An international measure of awareness and beliefs about cancer: Development and testing of the ABC

Alice E. Simon*, Lindsay J.L. Forbes, David Boniface, Fiona Warburton, Kate E. Brain, Anita Dessaix, Michael Donnelly, Kerry Haynes, Line Hvidberg, Magdalena Lagerlund, Lisa Petermann, Carol Tishelman, Peter Vedsted, Maria Nyre Vigmostad, Jane Wardle, Amanda J. Ramirez

*Corresponding author for this work

Research output: Contribution to journalArticlepeer-review

61 Citations (Scopus)


Objectives: To develop an internationally validated measure of cancer awareness and beliefs; the awareness and beliefs about cancer (ABC) measure. Design and setting: Items modified from existing measures were assessed by a working group in six countries (Australia, Canada, Denmark, Norway, Sweden and the UK). Validation studies were completed in the UK, and cross-sectional surveys of the general population were carried out in the six participating countries. Participants: Testing in UK English included cognitive interviewing for face validity (N=10), calculation of content validity indexes (six assessors), and assessment of test-retest reliability (N=97). Conceptual and cultural equivalence of modified (Canadian and Australian) and translated (Danish, Norwegian, Swedish and Canadian French) ABC versions were tested quantitatively for equivalence of meaning (≥4 assessors per country) and in bilingual cognitive interviews (three interviews per translation). Response patterns were assessed in surveys of adults aged 50+ years (N≥2000) in each country. Main outcomes: Psychometric properties were evaluated through tests of validity and reliability, conceptual and cultural equivalence and systematic item analysis. Test-retest reliability used weighted-κ and intraclass correlations. Construction and validation of aggregate scores was by factor analysis for (1) beliefs about cancer outcomes, (2) beliefs about barriers to symptomatic presentation, and item summation for (3) awareness of cancer symptoms and (4) awareness of cancer risk factors. Results: The English ABC had acceptable test-retest reliability and content validity. International assessments of equivalence identified a small number of items where wording needed adjustment. Survey response patterns showed that items performed well in terms of difficulty and discrimination across countries except for awareness of cancer outcomes in Australia. Aggregate scores had consistent factor structures across countries. Conclusions: The ABC is a reliable and valid international measure of cancer awareness and beliefs. The methods used to validate and harmonise the ABC may serve as a methodological guide in international survey research.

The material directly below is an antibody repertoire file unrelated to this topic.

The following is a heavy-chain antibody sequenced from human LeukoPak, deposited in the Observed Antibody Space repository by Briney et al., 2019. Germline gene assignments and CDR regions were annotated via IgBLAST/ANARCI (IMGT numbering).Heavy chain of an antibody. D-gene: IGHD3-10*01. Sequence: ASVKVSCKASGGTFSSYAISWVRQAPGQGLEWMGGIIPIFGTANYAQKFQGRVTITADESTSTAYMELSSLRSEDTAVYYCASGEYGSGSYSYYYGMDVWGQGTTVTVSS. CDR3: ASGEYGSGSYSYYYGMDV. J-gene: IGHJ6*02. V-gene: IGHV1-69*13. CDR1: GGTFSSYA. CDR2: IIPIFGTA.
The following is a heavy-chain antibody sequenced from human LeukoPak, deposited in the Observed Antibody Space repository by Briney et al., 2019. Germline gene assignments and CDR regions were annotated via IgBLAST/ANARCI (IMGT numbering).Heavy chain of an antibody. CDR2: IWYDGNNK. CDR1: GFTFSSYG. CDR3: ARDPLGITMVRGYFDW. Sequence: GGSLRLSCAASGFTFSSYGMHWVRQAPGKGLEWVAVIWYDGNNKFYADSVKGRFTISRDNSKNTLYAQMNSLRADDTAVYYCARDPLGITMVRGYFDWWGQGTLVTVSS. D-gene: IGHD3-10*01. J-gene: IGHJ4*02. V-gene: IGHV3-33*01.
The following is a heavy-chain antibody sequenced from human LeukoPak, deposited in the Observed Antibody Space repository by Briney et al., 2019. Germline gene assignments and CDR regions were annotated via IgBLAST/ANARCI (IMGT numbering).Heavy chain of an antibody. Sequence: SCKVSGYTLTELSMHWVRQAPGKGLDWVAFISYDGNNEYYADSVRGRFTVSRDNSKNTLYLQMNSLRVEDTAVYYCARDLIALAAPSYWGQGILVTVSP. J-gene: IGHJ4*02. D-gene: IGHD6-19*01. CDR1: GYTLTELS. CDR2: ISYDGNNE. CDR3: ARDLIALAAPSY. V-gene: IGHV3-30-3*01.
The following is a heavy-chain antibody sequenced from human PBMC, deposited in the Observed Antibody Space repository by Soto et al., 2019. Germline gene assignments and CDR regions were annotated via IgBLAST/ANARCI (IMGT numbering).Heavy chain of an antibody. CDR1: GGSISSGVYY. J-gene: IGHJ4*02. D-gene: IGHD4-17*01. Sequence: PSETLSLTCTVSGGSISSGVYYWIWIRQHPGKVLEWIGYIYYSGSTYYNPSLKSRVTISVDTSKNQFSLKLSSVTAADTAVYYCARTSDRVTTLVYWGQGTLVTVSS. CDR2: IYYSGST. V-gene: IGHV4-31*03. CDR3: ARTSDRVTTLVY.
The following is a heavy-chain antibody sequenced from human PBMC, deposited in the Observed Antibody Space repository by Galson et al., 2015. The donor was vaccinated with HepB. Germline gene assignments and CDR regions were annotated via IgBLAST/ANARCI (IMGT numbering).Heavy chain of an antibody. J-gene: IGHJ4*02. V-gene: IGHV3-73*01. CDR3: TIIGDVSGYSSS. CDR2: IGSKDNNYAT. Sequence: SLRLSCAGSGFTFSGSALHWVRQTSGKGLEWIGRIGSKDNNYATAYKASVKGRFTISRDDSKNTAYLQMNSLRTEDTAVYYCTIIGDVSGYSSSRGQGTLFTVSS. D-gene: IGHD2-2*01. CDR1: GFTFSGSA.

Original languageEnglish
Article numbere001758
JournalBMJ Open
Issue number6
Publication statusPublished - 01 Dec 2012

ASJC Scopus subject areas

  • Medicine(all)

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